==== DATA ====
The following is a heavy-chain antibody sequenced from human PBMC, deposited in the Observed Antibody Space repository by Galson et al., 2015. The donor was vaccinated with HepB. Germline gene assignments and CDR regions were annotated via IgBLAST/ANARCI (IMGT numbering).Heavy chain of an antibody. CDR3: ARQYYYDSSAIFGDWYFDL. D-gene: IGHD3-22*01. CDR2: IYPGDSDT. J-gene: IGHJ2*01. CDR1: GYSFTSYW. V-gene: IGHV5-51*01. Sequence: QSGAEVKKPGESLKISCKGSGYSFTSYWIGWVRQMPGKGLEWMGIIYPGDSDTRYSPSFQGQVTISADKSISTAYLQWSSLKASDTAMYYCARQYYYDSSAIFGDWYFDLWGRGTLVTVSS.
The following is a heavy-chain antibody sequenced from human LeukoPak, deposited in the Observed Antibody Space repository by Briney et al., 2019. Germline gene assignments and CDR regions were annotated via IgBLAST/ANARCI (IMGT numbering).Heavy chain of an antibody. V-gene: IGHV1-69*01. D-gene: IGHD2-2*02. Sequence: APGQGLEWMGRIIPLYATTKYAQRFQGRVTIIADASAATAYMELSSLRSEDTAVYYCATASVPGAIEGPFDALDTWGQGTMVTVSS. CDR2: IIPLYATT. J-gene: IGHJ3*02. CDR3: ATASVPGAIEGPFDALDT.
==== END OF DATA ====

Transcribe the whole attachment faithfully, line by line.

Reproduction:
The following is a heavy-chain antibody sequenced from human PBMC, deposited in the Observed Antibody Space repository by Galson et al., 2015. The donor was vaccinated with HepB. Germline gene assignments and CDR regions were annotated via IgBLAST/ANARCI (IMGT numbering).Heavy chain of an antibody. CDR3: ARQYYYDSSAIFGDWYFDL. D-gene: IGHD3-22*01. CDR2: IYPGDSDT. J-gene: IGHJ2*01. CDR1: GYSFTSYW. V-gene: IGHV5-51*01. Sequence: QSGAEVKKPGESLKISCKGSGYSFTSYWIGWVRQMPGKGLEWMGIIYPGDSDTRYSPSFQGQVTISADKSISTAYLQWSSLKASDTAMYYCARQYYYDSSAIFGDWYFDLWGRGTLVTVSS.
The following is a heavy-chain antibody sequenced from human LeukoPak, deposited in the Observed Antibody Space repository by Briney et al., 2019. Germline gene assignments and CDR regions were annotated via IgBLAST/ANARCI (IMGT numbering).Heavy chain of an antibody. V-gene: IGHV1-69*01. D-gene: IGHD2-2*02. Sequence: APGQGLEWMGRIIPLYATTKYAQRFQGRVTIIADASAATAYMELSSLRSEDTAVYYCATASVPGAIEGPFDALDTWGQGTMVTVSS. CDR2: IIPLYATT. J-gene: IGHJ3*02. CDR3: ATASVPGAIEGPFDALDT.